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A New Spelling Champion And Walmart Adds A College Option For Workers

Karthik Nemmani, 14, of McKinney, Texas, holds the Scripps National Spelling Bee Championship trophy with Adam Symson, the Scripps president and chief executive officer.
Carolyn Kaster
Karthik Nemmani, 14, of McKinney, Texas, holds the Scripps National Spelling Bee Championship trophy with Adam Symson, the Scripps president and chief executive officer.

On Thursday, 14-year-old Karthik Nemmani correctly spelled koinonia — a Greek word that means Christian fellowship or communion — to win the Scripps National Spelling Bee.

The annual event, held this year in Oxon Hill, Md., was runner-up Naysa Modi's fourth national bee. The 12-year-old correctly spelled the words pareidolia, myrmecophagous, and forçat before the word that tripped her up: bewusstseinslage.

A new college option for Walmart employees

One dollar per day is all that Walmart employees will need to pay to take online classes toward a college degree. The company announced this week that it will cover the rest — including books and other fees.

Walmart said it is partnering with a Denver-based startup, Guild Education, which provides employer-based education benefits.

All 1.4 million full- and part-time Walmart employees will have the option — once they've been on the job for 90 days — to pursue an associate's or bachelor's degree online. Degrees in business or supply chain management will be available from one public university — the University of Florida — and from two private, nonprofit schools, Brandman University and Bellevue University.

In a news release, the company said it chose these programs because of their focus on adult learners— a group that makes up almost one-third of undergraduates in the U.S. today.

(The nonprofit Public Agenda is out with a new study this week on the experiences and needs of adult college students.)

Walmart already offers its employees and their family members free access to an online high school diploma. The company also offers workers GED preparation and testing.

Recovery help for Santa Fe

Students at Santa Fe High School in Texas headed back to school on Tuesday, 11 days after a shooter killed 10 people there.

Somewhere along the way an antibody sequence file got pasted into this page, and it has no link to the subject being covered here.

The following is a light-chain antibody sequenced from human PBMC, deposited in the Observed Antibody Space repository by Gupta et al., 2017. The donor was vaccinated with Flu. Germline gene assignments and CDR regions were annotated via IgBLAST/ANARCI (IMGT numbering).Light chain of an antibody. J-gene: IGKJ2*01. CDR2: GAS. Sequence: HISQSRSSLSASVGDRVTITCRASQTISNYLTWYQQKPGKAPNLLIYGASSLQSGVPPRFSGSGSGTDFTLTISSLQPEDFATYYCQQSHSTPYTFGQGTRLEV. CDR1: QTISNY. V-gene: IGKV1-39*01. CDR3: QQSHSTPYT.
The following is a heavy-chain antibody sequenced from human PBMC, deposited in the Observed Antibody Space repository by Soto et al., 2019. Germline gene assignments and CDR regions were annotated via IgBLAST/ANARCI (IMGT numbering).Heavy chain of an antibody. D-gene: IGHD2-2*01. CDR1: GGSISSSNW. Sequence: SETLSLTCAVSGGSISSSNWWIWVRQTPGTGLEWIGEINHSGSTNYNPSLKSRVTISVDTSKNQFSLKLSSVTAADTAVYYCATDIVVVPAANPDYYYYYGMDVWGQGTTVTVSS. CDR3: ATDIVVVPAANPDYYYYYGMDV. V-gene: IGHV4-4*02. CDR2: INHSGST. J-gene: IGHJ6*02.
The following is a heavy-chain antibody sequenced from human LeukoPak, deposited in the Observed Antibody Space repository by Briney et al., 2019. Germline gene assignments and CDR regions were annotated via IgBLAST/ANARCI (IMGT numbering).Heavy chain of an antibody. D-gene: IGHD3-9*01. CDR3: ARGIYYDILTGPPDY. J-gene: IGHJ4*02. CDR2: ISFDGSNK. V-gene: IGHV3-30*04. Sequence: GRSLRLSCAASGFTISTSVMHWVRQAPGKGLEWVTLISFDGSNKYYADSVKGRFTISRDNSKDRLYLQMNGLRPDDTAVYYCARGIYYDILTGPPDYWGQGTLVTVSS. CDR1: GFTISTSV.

The tragedy left many struggling with trauma, and on Thursday, Education Secretary Betsy DeVos announced that Santa Fe Independent School District will receive a $1 million Project SERV grant. The School Emergency Response to Violence grants pay for recovery efforts in districts that have undergone traumatic events.

The Broward County, Fla., schools received $1 million after the Parkland shooting in February.

On Wednesday, the Republican governor of Texas, Greg Abbott, announced his plan for making schools safer. His vision includes what he calls "school-hardening strategies," such as increasing police presence in schools and arming additional school personnel.

Some experts maintain that preventing school violence requires greater attention to cultivating social and emotional learning, reducing harsh discipline practices and devoting more resources to mental health.

New data on social-emotional learning

A new studytracks levels of social and emotional learning in school-age children and finds differences by gender, race and ethnicity, and family income.

The report, from Policy Analysis for California Education, used survey responses from hundreds of thousands of students in a network of urban district in the state. The researchers looked at four key areas of social and emotional learning: self-management, self-efficacy, social awareness and growth mindset.

One key finding? "Girls report higher self-management and social awareness than boys," the researchers write, "but their self-efficacy drops sharply relative to boys in middle and high school."

White students reported higher levels of social-emotional learning than African-American, Latino students. Economically disadvantaged students described lower social-emotional skills than other students — but the gaps in most measures decreased through high school.

The findings could be for a few reasons, the study says. One possibility is that students of color and economically disadvantaged students are more likely to report experiencing trauma, which could affect their learning.

Students of color "rate their school's culture and climate less favorably than do their white peers, even when they attend the same school," the researchers noted.

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